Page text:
Jennifer’s training is in sport psychology with an emphasis in youth development through sport. She received her bachelor’s degree from Rutgers University, where she earned academic All-American honors playing on the soccer team. After coaching youth soccer for two years, Jennifer received her master’s degree from Smith College. She was an assistant soccer coach at Smith College and the University of Rhode Island before entering the Ph.D. program at the University of Virginia. While at Virginia, Jennifer collaborated on research studies and papers on positive youth development, cultural and parental influence on sport participation, and issues regarding young athletes. In particular, she worked on The First Tee grant to longitudinally evaluate the effectiveness of a life skills program for youth. Jennifer also served as Assistant Director of the Lifetime Physical Activity program at the University of Virginia where she managed relationships among several university departments. She was a volunteer assistant coach for the women’s soccer team and coached a girls’ premier soccer team for three years. Jennifer also has experience in the classroom having taught Introduction to Sport Psychology at American University and Longwood University. Jennifer has been recognized for excellence in scholarship and service by being named BIG EAST Conference scholar-athlete, and earning the Philip Morris Minority Fellowship and the A.L. Bennett Endowed Scholarship.

Selected Publications

  1. Bhalla, J.A., & Weiss, M.R. (in progress). A cross-cultural perspective of parental influence on achievement beliefs and behaviors in sport and school domains. Manuscript to be submitted for publication, Journal of Applied Sport Psychology.

  2. Weiss, M.R., Bhalla, J.A., & Price, M.S. (2008). Developing positive self-perceptions through youth sport participation. In O. Bar-Or & H. Hebestreit (Eds.), The encyclopedia of sports medicine, Vol. X: The young athlete (pp. 302-318). Oxford, UK: Blackwell Science, Ltd.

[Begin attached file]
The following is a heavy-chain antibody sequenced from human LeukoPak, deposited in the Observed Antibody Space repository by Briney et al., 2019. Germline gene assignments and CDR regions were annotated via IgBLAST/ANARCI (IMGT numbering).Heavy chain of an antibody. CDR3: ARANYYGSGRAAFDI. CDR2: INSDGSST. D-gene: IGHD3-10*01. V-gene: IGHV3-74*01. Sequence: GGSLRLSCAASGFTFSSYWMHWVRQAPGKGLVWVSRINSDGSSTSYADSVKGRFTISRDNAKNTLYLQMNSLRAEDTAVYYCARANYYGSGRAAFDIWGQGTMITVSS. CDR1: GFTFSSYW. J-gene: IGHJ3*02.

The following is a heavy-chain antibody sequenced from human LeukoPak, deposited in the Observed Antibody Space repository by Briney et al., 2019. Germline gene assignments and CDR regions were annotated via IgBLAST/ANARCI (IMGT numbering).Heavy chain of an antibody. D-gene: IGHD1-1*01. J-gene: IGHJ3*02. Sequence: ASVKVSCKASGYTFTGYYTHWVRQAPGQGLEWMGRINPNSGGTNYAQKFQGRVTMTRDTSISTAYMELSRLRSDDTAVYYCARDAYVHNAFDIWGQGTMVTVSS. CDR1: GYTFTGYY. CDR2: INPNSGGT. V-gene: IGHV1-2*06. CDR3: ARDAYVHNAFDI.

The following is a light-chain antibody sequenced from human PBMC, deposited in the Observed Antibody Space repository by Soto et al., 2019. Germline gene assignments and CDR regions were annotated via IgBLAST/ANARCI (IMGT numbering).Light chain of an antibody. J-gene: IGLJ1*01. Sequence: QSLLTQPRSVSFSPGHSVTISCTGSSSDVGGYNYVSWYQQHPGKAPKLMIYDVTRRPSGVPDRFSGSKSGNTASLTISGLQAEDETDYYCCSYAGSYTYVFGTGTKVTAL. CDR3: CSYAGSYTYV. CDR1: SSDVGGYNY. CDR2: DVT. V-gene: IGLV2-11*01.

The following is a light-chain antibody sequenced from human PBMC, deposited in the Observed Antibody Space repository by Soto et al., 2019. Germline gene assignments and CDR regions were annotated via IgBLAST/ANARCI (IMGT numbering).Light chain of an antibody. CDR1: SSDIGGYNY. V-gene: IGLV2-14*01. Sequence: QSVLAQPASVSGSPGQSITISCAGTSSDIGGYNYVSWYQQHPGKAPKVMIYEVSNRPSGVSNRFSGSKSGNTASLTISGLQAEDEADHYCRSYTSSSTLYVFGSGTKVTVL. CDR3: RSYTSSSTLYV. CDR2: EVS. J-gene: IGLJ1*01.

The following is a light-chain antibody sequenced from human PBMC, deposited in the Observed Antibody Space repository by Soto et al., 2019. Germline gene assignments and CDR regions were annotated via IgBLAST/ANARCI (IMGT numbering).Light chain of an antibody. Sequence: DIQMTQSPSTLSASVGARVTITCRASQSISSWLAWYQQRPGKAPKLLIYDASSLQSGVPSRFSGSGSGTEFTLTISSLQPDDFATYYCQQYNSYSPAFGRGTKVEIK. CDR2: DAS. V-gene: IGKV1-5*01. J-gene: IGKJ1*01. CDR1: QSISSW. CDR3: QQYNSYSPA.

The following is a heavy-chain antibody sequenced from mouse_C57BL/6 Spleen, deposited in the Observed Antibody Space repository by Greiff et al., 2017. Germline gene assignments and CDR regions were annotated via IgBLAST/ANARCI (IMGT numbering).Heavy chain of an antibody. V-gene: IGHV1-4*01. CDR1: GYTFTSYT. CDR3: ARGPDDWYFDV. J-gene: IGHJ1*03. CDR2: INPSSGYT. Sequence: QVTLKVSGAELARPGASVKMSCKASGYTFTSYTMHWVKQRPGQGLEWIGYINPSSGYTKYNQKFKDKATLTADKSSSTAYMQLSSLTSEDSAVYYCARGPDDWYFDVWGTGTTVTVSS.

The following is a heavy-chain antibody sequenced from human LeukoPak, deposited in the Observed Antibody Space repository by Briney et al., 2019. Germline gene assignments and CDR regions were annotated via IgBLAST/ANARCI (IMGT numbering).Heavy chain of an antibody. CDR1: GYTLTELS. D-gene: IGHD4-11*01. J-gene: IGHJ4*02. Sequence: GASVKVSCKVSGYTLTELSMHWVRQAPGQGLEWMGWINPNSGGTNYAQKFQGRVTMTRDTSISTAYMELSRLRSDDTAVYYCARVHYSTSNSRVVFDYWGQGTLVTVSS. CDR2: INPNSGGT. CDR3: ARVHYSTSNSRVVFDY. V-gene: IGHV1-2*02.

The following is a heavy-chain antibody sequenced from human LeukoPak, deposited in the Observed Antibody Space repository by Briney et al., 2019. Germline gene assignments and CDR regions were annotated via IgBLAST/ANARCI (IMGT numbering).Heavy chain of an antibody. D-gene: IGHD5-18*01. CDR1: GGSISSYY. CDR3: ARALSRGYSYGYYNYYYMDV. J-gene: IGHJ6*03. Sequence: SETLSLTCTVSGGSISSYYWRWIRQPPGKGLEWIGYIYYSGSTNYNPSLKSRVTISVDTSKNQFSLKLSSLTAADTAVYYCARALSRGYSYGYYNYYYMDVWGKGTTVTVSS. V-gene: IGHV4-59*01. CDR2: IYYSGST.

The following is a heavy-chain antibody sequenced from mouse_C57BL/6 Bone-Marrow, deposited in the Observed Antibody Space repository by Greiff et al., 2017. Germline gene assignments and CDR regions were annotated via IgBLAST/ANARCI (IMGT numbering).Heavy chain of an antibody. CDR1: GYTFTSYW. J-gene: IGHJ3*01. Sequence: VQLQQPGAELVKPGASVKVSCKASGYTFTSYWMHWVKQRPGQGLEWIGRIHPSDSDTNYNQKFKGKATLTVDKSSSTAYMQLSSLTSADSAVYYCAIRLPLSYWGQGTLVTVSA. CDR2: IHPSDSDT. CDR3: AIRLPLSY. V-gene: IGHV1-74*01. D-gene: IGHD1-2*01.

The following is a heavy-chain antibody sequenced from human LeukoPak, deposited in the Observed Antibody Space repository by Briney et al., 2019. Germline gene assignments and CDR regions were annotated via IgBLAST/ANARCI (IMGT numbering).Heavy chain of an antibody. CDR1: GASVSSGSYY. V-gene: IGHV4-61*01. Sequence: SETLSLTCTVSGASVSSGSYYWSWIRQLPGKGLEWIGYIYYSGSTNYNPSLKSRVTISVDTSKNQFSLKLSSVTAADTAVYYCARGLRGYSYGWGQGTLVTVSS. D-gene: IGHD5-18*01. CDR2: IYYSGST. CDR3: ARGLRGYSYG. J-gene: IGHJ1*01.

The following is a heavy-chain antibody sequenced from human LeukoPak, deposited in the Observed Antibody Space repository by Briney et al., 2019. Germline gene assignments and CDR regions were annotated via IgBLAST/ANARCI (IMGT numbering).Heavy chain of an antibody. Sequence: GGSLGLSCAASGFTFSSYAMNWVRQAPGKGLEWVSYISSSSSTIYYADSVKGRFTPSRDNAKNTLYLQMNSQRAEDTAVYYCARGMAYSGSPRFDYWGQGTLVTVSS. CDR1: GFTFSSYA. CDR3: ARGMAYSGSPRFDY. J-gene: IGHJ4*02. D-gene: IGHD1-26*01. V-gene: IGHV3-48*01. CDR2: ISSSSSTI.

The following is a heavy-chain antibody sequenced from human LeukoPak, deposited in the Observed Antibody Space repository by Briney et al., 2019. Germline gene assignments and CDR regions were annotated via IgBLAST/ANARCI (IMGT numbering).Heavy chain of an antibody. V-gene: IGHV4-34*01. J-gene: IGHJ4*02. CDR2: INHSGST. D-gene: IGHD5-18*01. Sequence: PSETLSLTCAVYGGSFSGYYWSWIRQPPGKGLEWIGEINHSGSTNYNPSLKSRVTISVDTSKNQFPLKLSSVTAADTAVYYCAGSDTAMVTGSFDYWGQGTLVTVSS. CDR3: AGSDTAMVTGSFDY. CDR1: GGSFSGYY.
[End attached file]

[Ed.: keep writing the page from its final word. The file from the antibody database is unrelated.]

3. Weiss, M.R., Bolter, N.D., Bhalla, J.A., & Price, M.S. (2007). Positive youth development through sport: Comparison of participants in The First Tee life skills programs with participants in other organized activities [Abstract]. Journal of Sport & Exercise Psychology, 29, S212.

  4. Weiss, M.R., Bhalla, J.A., Price, M.S., Bolter, N.D., & Stuntz, C.P. (in progress). Positive youth development through sport, I: Learning interpersonal skills; Perspectives from youth, coaches, and parents.

  5. Weiss, M.R., Bhalla, J.A., Price, M.S., Bolter, N.D., & Stuntz, C.P. (in progress). Positive youth development through sport, II: Learning self-management skills; Perspectives from youth, coaches, and parents.

  6. Weiss, M., Price, M., Bhalla, J., & Bolter, N. (2007, April). Summary report: “More Than a Game:” Longitudinal effects of a life skills program on positive youth development. Submitted to parents and coaches who participated in Year 2, 2006, research.

  7. Weiss, M.R., with Bhalla, J.A., Price, M.S., Bolter, N.D., & Stuntz, C.P. (2006, October). 2005 research summary: Longitudinal effects of The First Tee life skills education programs on positive youth development. St. Augustine, FL: The First Tee of the World Golf Foundation.

  8. Weiss, M., Price, M., Bhalla, J., & Bolter, N. (2006, May). Summary report: “More Than a Game:” Longitudinal effects of a life skills program on positive youth development. Submitted to parents and coaches who participated in Year 1, 2005, research.